#LessonsLearned: DepEd to improve quality check on TV content after math lesson error

October 8, 2020 - 5:25 PM
1006
Photo from DepEd Usec. Alain Pascua on Facebook

The Department of Education’s broadcast content for distance learning came under fire anew after a glaring mathematical error was noticed and criticized by social media users.

In a post on Wednesday, DepEd Undersecretary Alain Pascua apologized for the mistake found on the second episode of a mathematics class for grade 9.

Part of the broadcast showed a mathematical equation with an erroneous solution where 2x was divided by 0 to get the value of x.

Numbers, however, cannot be divided by zero. Such equations should result to an undefined answer.

The math error was aired on DepEd TV through IBC-13, one of the distance learning modes, early this week.

The entire episode was also uploaded on the Facebook page of IBC-13.

“Humihingi po kami ng paumanhin sa ating mga mag-aaral, sa mga magulang at teachers sa pagkakamaling ito,” Pascua said.

May mali sa Episode #2 ng Mathematics 9 na naipalabas sa DepEd TV. Episode #56 ito na naipalabas na sa DepEd TV… Sa …

Posted by Alain Pascua on Tuesday, October 6, 2020

 

He also assured that the education department would improve the quality of its lessons.

“Hihigpitan po natin ang pag-QA para maging perpekto ang ating mga episodes sa DepEd TV,” the education official said.

Pascua recalled that the mistake was raised to him by his friend in Batangas while he was monitoring the opening of classes in Pangasinan.

It was Facebook user Jemina Manansala, meanwhile, who posted a screenshot of the lesson on Facebook on October 6.

Her post had since earned 31,000 shares and over 26,000 reactions on the social networking site.

Nacurious ako, sumilip ako sa DepEd TV.To get the value of x daw, divide both sides by 0….

Posted by Jemima Manansala on Tuesday, October 6, 2020

 

Amid the backlash, some users lamented the poorly made learning materials for both the teachers and the students.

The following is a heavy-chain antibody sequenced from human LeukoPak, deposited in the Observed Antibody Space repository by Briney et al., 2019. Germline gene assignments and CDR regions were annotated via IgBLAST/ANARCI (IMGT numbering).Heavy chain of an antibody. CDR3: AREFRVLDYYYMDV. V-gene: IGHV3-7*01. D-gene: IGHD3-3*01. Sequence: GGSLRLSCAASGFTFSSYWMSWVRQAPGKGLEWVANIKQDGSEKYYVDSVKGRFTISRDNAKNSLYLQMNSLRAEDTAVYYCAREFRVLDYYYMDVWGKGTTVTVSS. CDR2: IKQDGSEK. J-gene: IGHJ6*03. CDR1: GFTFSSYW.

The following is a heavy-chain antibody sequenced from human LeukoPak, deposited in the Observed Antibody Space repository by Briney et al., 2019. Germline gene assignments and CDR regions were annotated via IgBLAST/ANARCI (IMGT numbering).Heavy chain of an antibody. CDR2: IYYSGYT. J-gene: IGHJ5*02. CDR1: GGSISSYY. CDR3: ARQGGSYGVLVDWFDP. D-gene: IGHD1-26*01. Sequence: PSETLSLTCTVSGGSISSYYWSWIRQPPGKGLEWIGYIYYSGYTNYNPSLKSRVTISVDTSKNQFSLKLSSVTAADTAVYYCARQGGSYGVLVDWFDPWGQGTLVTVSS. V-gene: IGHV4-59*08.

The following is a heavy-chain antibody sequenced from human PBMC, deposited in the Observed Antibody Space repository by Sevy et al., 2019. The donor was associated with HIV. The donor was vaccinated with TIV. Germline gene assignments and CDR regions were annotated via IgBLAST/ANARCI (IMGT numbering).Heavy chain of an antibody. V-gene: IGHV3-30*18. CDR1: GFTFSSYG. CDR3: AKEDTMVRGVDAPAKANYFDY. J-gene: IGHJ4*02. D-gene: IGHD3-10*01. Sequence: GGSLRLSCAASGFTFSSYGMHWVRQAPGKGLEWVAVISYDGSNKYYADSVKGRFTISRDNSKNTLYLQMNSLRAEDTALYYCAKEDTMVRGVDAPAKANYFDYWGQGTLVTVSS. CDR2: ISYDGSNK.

“If learning materials were poorly made, hindi natututo nang maayos ang learners and the teachers can’t properly assess students’ learning,” one user said.

“Why did the DepEd insisted to start the class when they know that they are not yet ready,” another user said.

Lessons learned?

Pascua acknowledged the issue and stressed that the mathematical solution will be corrected immediately before uploading it through DepEd’s website and YouTube channel.

He then hoped that the public will also recognize the agency’s efforts and sacrifices instead of just pointing out mistakes.

“Salamat po sa pagcritique sa episodes ng DepEd TV. Sana wag lang mali ang tinitignan ng bawat isa. Sana naman ay marecognize din ang galing at sakripisyo ng ating mga Teacher-Broadcasters, mga Production Team at buong DepEd TV, DepEd Commons, DepEd YouTube Channel Teams,” he said.

Pascua then expressed optimism with the public’s criticisms, citing the importance of better quality control.

“May maganda ring naidulot ang pagkakamali na ito at ang pagcritique sa maling ito. Ipinapaalam sa atin lahat na mahalaga ang pag-QA sa mga episodes sa at paulit-ulit na pagreview ng mga episodes kahit pagod at puyat na ang mga teams ng DepEd TV. Nalaman na rin ng buong bansa, bata o matanda, na hindi pwedeng maging divisor ang zero,” he said, adding the hashtag #lessonslearned.

This was not the first time that DepEd TV’s broadcast content contained obvious lapses.

During their test run last August, editor-writer Joel Pablo Salud posted grammatical errors at a question for English class for grade 8 students.

READ: DepEd acknowledges mistake on blended learning broadcast content after drawing flak

The question itself has a missing word and the choices were deemed problematic.

The DepEd TV is just one of the delivery modalities for the agency’s blended or distancing learning approach amid the novel coronavirus pandemic.

Other modes of deliveries include via online, printed or radio.